Tuesday, June 09, 2009

While We Were On Vacation

We enjoyed the time away so much. We did a lot of this...

and lots and lots of this....


We even built a fire on the beach and roasted marshmallows and ate somores.

Many memories were made and much fun was had. This trip was a request of our son who graduated this past May. He asked for his graduation present to be a family vacation to the beach. (How can you deny that request)? We have saved since last winter and we rented a house that sat right on the beach. The house came with its own private pool so when we got tired of the sand we could just swim right in the pool. We had no agenda other than relaxing and having fun. We didn't have to be any where at any certain time. We were free to just enjoy the time away from all the responsibilities of life. We brought all of our own food so we all pitched in together and grilled something yummy every night. One night we did go to a local seafood restaurant and treated the family to some fresh seafood. Everyone in our family except for me LOVES seafood. I had an order of onion rings!


While all of the swimming and playing was taking place, I took the time to pursue one of my favorite hobbies. I am a reader. I love to read, but I seldom take the time to read fiction. One of the reasons that I don't read very often is that I am an undisciplined reader. Reading is like a rich dessert to me...it is easier if I never take the first bite than have to eat just a little. I read until my heart was content on vacation. I got up early and read by the pool with the sounds of the ocean washing over me. My favorite book that I read was Gap Creek by Robert Morgan. The setting was the Appalachian mountains in 1899. Wow, did they ever have a hard life. As I was reading, I realized how many things I take for granted in life. Then it occurred to me that my own grandfather was born in 1899. This connection made the book come even more alive to me as I read it. Perhaps my own great grandparents had some of the same living conditions and experiences. I do not know much about my great grandparents. I have vague memories of my grandfather leaving early every morning to go to the nursing home to feed his mother breakfast. I always wanted to tag along, but he never allowed that. Instead my own grandmother would pour me a cup of coffee in one of her beautiful tea cups and allow me to add sugar and cream to my heart's desire. I do know that my great grandfather apparently committed suicide. My grandfather never spoke to me concerning this. (After reading this book, I could only imagine that times could be disheartening at best). However, my own father swore that it must have been an accident. He never bought into the suicide theory. He just knew that his own grandfather wouldn't do something such as that. There is no one left in the family to fill in any of the gaps. I wish I had the knowledge as a child that I do today and I would have asked my own grandfather to talk more about his childhood. I remember him telling me that he and his friends grew up ice skating on the Ohio River, but that is about all I remember of his childhood. The book brought so much of that era to life for me. I loved it, and if you don't have time for a vacation perhaps instead you could take a few hours and curl up with a wonderful book instead!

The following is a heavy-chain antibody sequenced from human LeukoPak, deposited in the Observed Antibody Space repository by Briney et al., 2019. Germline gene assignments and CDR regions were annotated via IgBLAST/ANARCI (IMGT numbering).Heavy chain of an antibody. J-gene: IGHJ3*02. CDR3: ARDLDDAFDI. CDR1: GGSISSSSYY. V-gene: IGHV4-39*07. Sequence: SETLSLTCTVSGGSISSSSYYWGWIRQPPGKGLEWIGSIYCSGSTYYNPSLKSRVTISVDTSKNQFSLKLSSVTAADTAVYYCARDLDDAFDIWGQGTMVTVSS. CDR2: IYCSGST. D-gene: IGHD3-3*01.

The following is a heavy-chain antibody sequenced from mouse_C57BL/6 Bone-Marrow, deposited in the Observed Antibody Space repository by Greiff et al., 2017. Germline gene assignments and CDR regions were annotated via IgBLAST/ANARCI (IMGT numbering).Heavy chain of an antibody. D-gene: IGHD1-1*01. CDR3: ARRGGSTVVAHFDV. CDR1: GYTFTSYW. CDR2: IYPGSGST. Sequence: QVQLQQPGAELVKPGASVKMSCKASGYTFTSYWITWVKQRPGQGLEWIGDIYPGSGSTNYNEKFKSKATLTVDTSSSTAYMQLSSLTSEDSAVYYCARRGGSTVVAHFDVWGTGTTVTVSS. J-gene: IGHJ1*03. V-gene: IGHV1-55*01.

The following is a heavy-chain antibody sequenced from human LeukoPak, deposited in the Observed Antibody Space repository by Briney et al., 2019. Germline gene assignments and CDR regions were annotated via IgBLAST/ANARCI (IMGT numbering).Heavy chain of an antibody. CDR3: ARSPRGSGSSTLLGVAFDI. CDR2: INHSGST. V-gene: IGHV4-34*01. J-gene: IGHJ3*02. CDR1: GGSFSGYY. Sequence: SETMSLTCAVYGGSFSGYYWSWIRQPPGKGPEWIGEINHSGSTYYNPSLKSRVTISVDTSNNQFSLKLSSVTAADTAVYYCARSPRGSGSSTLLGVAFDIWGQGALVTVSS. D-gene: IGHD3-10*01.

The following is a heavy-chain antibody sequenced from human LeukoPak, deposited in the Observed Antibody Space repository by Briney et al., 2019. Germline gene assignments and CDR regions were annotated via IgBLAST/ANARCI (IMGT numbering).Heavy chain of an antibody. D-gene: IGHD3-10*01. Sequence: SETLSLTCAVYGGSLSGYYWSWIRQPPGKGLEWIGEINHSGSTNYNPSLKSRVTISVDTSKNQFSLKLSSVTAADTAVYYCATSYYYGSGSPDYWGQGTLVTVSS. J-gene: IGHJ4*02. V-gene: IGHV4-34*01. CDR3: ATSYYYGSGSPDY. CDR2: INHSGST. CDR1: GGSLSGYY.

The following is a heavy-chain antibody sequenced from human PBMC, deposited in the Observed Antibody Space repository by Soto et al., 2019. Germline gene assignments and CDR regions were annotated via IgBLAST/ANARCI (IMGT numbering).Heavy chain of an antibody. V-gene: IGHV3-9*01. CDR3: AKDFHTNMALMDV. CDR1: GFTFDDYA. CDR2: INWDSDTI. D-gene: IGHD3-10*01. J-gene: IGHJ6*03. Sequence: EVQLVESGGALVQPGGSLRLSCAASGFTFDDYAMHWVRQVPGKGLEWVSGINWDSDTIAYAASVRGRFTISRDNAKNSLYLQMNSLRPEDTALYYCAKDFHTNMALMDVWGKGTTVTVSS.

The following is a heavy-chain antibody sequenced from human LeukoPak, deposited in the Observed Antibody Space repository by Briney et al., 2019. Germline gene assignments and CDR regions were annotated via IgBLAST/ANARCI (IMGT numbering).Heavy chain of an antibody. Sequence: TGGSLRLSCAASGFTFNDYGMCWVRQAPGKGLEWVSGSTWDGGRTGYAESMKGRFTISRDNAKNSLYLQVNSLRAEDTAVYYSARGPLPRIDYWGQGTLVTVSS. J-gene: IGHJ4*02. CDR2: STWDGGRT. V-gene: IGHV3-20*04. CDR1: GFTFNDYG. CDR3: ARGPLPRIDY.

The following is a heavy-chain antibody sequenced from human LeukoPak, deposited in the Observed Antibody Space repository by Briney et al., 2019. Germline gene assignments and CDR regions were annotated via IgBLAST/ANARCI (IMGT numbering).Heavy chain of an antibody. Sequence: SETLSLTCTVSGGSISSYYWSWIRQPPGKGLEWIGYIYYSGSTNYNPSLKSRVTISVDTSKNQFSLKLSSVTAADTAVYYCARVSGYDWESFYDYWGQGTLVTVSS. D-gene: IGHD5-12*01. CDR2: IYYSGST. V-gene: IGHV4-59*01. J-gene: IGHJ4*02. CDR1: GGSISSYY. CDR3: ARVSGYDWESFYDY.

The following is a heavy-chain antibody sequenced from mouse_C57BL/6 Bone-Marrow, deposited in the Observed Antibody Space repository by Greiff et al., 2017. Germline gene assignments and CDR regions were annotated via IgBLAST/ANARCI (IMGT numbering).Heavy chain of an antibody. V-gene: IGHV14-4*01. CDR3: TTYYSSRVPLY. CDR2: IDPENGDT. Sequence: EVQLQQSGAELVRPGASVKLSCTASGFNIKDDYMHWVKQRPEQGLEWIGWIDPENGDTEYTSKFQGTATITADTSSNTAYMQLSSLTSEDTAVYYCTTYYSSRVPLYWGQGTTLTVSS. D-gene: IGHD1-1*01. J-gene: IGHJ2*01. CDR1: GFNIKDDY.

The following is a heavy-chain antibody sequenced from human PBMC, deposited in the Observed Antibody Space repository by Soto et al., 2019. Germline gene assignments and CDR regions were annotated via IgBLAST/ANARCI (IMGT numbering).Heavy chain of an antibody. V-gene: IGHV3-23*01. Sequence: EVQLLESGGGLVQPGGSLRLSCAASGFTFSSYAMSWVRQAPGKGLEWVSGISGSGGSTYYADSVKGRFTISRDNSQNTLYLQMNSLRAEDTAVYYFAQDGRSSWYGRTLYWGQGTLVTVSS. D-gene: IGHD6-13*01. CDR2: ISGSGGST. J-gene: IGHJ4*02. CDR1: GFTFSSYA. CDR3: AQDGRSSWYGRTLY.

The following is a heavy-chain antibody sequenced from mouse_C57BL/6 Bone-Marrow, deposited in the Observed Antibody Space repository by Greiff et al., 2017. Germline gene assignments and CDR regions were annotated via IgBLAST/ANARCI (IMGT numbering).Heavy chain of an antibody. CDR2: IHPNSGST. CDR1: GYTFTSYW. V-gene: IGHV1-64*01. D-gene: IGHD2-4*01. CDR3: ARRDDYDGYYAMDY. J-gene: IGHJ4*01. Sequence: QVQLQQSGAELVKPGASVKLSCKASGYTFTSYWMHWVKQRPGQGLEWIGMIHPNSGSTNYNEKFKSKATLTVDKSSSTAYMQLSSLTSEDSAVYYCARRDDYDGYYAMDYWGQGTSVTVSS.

grace and peace,
julie






3 comments:

Colste Stables said...

Hello!

We live in Knoxville (but we're moving to New Market, TN in a couple of weeks) and have planted a garden this year for the first time. It's been a great learning experience. We don't have a huge crop of any one thing which is good because we are getting experience growing several different types of vegetables and flowers. Next year, we will have a better idea of how much we need to grow to give us enough for several meals. (There's only two of us and a bunch of critters :) I've enjoyed reading your post and look forward to reading more. Where are ya'll located in East Tennessee?

closer2667 said...

this is kinda like deja vue but we are hundreds of miles from each other. i love books that have connections with the applachian lifestyles of long ago. just in me? i too wonder about my own long ago members when i read things along those lines. that to me is why antiques are so special. it seems sometimes i try to romanticise that era? but can you imagine what it took to make a loaf of bread in the hearth with ashes and big pots. it was their grain, their wood, their metals, their sweat, blood and tears. enough of this, i truly feel the heartbeat here but i am getting deep, ha. beach look fabulous, did y0ur son have a time of his life?

TnFullQuiver said...

Colste Stables,
We are about an hour outside of Knoxville. Where is New Market, Tn? I haven't heard of it. I am glad you have enjoyed my writings! Hope you have a wonderful move. That is always a lot of work, but in the end it is usually worth it!

Kay,
I know exactly what you mean about romanticing that era. I get little glimpses of Little House on the praire dancing in my head. I often think I would have enjoyed living in that time. I might would have, but I also know that it would come with hardships. But I bet I wouldn't have to drag my fanny out of bed before dawn to head to the local YMCA!!! If you have any good books to share, please leave a list on the comments. I have enjoyed the reading, but I am all out of books now! Thanks!!

grace and peace,
julie